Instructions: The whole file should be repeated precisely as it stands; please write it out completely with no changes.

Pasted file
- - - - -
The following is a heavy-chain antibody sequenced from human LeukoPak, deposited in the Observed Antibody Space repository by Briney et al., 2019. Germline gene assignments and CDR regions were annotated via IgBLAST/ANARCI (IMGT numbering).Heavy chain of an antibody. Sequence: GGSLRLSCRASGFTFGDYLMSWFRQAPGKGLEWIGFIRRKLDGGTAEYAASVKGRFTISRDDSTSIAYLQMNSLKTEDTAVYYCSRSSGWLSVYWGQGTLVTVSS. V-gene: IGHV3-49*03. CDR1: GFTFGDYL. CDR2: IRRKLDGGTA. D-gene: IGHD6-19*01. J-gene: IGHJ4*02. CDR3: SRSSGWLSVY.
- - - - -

The following is a heavy-chain antibody sequenced from human LeukoPak, deposited in the Observed Antibody Space repository by Briney et al., 2019. Germline gene assignments and CDR regions were annotated via IgBLAST/ANARCI (IMGT numbering).Heavy chain of an antibody. Sequence: GGSLRLSCRASGFTFGDYLMSWFRQAPGKGLEWIGFIRRKLDGGTAEYAASVKGRFTISRDDSTSIAYLQMNSLKTEDTAVYYCSRSSGWLSVYWGQGTLVTVSS. V-gene: IGHV3-49*03. CDR1: GFTFGDYL. CDR2: IRRKLDGGTA. D-gene: IGHD6-19*01. J-gene: IGHJ4*02. CDR3: SRSSGWLSVY.